Petrified Forest National Park, Arizona

petrified forest national park
The landscape of the Petrified Forest National Park, a place rich in dinosaur fossils.

The fossil fauna of Petrified Forest National Park includes dinosaurs, which are uncommon yet significant. The Late Triassic "dawn of the dinosaurs," when these species first came on Earth, is preserved in park deposits. The Triassic dinosaurs of Arizona were mostly tiny, bipedal carnivores no larger than humans in size, as opposed to the enormous sauropods, horned dinosaurs, and the fabled Tyrannosaurus rex of the later Jurassic and Cretaceous periods. The majority of park visitors are shocked to learn that dinosaur fossils are an uncommon find there. Instead of a lack of dinosaurs in the Triassic, this rarity is probably the result of characteristics of fossil preservation.

Dinosaur Ridge, Colorado

Dinosaur impressions on rocks at Dinosaur Ridge.

The Cretaceous and Jurassic Period fossils found at Dinosaur Ridge, an outdoor and indoor museum close to Morrison, were originally identified and analyzed during the Bone Wars of 1877. A National Natural Landmark called Dinosaur Ridge can be found to the east of Red Rocks Park and Amphitheatre. Paleontologists regard it as one of the top dinosaur track sites worldwide and the number one site in the United States.

Two Medicine Dinosaur Center, Montana

According to the Guinness Book of World Records, the Seismosaurus skeletal model displayed at Montana's Two Medicine Dinosaur Center is the world's longest dinosaur. This 137-foot model, which has a curving neck and tail and a natural-looking shape, was created by paleontologist Dave Trexler of Two Medicine. Several exhibits include the real remains of other new dinosaur species as well as the first baby dinosaur remains discovered in North America, which were recently highlighted on CNN. The Two Medicine Dinosaur Center of Montana offers programs that are meant to let participants work alongside real researchers and personnel. Participants can acquire the most recent ideas and methods of fossil preservation through such contact, which improves the reporting and recording of fossil findings.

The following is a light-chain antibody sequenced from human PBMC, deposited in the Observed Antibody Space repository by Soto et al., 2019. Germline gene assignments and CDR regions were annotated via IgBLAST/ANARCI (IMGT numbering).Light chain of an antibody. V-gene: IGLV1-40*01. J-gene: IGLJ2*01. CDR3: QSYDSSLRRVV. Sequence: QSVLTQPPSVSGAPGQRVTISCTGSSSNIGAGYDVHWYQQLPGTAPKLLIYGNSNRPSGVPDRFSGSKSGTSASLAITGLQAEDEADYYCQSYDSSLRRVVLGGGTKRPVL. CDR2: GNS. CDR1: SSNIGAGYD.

Dinosaur State Park, Connecticut

Dinosaur State Park in Connecticut.

Fossil track finds have a lengthy history in the Connecticut Valley. Outstanding artifacts discovered in brownstone quarries during the 19th century made their way into museums all over the world. More than 2,600 different dinosaur footprints can be seen at the location. Most of them fall under the Eubrontes Giganteus category. The first idea was to construct a sizable exhibit center above the primary trackway after the discovery. Budgetary restrictions prevented the building, nevertheless. They were reburied in 1976 and still are now to protect the main trackway.

Despite becoming extinct millions of years ago, dinosaurs remain popular. Adults and children alike are still drawn to fossil sites and exhibits by the thought of the planet's once-dominant flesh-eating beasts. They are significant because they provide a concrete link to the lifestyles, environments, and climates of the past. They demonstrate how life, the environment, and the climate have evolved over time, as well as how living things have reacted to those changes.